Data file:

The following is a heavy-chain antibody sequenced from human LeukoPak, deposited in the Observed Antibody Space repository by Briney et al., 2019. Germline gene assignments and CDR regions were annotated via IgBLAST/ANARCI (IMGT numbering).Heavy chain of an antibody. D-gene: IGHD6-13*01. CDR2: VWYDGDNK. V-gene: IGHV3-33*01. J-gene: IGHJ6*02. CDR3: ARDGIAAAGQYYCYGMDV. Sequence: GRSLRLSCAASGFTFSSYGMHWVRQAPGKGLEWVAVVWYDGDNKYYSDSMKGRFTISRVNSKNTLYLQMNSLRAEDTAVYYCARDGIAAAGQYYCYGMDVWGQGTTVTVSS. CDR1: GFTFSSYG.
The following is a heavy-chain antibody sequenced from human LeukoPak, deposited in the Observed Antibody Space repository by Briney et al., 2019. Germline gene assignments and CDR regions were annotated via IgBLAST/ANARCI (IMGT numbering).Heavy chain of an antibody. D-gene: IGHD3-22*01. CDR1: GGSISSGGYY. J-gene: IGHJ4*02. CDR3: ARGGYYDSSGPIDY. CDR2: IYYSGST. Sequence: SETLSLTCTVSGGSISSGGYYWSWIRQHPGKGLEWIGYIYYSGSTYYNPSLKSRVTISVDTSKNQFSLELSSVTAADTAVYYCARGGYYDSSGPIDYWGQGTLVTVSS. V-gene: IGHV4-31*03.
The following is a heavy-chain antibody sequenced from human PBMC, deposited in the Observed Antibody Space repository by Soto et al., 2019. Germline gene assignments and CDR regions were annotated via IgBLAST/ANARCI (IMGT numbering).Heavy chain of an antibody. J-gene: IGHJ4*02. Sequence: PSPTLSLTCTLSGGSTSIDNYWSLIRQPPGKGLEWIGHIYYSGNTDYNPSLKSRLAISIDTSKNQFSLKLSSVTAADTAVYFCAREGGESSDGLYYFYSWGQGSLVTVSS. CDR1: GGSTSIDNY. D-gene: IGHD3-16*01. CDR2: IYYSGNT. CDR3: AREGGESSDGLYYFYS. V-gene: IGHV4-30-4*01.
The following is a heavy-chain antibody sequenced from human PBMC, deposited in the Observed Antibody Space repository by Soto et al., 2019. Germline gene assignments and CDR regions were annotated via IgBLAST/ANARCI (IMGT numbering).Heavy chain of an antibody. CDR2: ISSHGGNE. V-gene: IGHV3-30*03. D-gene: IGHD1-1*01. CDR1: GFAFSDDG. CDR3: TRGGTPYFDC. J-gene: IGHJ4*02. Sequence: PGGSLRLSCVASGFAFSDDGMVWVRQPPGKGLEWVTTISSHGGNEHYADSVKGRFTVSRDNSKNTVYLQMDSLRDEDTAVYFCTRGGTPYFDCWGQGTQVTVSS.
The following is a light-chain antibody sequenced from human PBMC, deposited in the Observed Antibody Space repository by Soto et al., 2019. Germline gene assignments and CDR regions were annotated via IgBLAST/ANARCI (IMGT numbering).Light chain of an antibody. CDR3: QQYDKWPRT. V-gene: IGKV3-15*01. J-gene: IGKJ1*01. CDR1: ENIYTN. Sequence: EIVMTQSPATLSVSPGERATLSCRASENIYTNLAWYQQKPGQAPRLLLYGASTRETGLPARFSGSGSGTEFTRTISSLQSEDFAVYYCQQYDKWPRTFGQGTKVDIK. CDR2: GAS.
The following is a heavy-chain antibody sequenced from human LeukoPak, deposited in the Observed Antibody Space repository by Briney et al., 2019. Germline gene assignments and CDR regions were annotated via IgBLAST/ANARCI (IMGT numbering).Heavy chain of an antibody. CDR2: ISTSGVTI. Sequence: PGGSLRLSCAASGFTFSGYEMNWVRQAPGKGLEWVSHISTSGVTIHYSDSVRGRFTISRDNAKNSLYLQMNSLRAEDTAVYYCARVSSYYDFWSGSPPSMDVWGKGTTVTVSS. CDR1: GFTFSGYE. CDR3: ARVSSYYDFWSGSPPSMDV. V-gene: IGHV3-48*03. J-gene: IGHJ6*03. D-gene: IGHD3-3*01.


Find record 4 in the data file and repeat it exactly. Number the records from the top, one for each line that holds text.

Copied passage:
The following is a heavy-chain antibody sequenced from human PBMC, deposited in the Observed Antibody Space repository by Soto et al., 2019. Germline gene assignments and CDR regions were annotated via IgBLAST/ANARCI (IMGT numbering).Heavy chain of an antibody. CDR2: ISSHGGNE. V-gene: IGHV3-30*03. D-gene: IGHD1-1*01. CDR1: GFAFSDDG. CDR3: TRGGTPYFDC. J-gene: IGHJ4*02. Sequence: PGGSLRLSCVASGFAFSDDGMVWVRQPPGKGLEWVTTISSHGGNEHYADSVKGRFTVSRDNSKNTVYLQMDSLRDEDTAVYFCTRGGTPYFDCWGQGTQVTVSS.